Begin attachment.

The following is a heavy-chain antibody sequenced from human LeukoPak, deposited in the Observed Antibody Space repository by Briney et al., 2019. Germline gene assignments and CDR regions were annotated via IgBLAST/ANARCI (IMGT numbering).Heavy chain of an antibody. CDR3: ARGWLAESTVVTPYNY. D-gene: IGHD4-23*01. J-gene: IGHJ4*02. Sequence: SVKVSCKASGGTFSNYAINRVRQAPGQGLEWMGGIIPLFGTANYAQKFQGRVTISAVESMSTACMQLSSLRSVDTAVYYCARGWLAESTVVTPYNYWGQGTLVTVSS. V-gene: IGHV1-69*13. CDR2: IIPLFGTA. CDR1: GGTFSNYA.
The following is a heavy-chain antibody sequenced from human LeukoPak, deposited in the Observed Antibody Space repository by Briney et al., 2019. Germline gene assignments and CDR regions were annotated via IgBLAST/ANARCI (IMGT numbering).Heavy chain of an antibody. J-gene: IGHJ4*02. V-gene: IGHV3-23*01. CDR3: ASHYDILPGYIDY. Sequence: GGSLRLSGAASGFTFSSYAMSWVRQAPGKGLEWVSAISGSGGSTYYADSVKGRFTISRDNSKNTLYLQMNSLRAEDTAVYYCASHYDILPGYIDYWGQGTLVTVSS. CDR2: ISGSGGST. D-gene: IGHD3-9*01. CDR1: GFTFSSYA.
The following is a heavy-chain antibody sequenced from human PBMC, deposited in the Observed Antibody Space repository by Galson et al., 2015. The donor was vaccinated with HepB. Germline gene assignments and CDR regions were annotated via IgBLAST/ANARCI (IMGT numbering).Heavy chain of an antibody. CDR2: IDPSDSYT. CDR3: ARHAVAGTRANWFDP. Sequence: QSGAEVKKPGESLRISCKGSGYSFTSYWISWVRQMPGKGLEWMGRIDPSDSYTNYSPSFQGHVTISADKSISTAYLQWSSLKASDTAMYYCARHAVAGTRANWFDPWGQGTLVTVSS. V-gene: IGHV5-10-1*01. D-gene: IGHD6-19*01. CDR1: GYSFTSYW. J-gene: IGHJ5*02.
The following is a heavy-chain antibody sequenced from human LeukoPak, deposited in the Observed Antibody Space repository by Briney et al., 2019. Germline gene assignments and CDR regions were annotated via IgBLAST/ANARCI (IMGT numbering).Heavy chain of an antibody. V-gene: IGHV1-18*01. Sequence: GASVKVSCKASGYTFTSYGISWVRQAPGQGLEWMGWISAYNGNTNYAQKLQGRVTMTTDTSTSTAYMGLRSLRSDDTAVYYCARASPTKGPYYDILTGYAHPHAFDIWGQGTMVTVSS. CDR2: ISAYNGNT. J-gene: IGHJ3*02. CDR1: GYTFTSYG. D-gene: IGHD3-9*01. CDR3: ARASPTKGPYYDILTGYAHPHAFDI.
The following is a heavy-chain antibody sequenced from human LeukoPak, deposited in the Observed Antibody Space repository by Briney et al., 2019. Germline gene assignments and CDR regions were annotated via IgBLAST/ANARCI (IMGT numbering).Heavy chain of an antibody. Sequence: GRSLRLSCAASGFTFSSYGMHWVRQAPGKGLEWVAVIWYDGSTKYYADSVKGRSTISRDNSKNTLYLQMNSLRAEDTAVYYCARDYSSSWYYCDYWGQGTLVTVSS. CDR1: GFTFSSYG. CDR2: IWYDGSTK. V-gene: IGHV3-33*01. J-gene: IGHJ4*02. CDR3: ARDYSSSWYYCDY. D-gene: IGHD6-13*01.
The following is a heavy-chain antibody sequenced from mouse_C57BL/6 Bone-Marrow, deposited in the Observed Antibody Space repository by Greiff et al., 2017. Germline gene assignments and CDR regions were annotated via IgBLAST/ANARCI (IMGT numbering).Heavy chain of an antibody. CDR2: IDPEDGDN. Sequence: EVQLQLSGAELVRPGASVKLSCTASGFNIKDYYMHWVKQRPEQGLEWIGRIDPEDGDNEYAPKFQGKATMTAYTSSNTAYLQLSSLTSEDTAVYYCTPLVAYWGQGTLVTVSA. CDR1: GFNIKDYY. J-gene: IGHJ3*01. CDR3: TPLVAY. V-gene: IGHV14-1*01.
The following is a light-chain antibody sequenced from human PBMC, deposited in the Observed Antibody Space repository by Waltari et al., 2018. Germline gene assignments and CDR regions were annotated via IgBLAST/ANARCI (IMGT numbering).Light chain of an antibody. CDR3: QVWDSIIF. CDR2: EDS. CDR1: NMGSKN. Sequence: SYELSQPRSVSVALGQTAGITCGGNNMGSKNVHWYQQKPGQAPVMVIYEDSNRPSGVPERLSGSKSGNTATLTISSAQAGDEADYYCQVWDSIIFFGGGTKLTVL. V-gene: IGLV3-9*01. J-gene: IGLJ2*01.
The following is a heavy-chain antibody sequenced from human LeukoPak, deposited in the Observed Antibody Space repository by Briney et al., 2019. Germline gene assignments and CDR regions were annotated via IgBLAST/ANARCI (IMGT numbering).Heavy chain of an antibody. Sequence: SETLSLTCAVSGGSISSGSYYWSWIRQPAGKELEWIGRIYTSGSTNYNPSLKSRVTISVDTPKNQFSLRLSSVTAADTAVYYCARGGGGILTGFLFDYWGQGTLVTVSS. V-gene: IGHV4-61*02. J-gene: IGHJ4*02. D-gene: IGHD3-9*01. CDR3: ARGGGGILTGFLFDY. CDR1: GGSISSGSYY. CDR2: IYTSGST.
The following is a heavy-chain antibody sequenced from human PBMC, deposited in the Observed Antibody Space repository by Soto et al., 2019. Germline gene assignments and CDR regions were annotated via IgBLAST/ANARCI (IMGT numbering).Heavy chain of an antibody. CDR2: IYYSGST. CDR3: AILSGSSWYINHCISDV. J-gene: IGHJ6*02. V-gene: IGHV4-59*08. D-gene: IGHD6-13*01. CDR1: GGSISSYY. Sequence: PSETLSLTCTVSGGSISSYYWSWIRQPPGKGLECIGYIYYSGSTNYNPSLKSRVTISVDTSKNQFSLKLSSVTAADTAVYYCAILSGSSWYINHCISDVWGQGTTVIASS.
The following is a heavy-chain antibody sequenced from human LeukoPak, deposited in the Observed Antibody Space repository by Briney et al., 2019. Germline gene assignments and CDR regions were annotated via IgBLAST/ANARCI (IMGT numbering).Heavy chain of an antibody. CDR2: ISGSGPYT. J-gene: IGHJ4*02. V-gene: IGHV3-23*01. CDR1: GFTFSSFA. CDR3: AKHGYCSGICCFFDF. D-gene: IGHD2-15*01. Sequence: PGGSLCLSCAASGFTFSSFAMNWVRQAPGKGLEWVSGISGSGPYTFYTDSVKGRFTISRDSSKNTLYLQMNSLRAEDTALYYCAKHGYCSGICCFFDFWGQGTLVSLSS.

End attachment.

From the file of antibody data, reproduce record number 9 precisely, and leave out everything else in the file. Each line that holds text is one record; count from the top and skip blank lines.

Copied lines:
The following is a heavy-chain antibody sequenced from human PBMC, deposited in the Observed Antibody Space repository by Soto et al., 2019. Germline gene assignments and CDR regions were annotated via IgBLAST/ANARCI (IMGT numbering).Heavy chain of an antibody. CDR2: IYYSGST. CDR3: AILSGSSWYINHCISDV. J-gene: IGHJ6*02. V-gene: IGHV4-59*08. D-gene: IGHD6-13*01. CDR1: GGSISSYY. Sequence: PSETLSLTCTVSGGSISSYYWSWIRQPPGKGLECIGYIYYSGSTNYNPSLKSRVTISVDTSKNQFSLKLSSVTAADTAVYYCAILSGSSWYINHCISDVWGQGTTVIASS.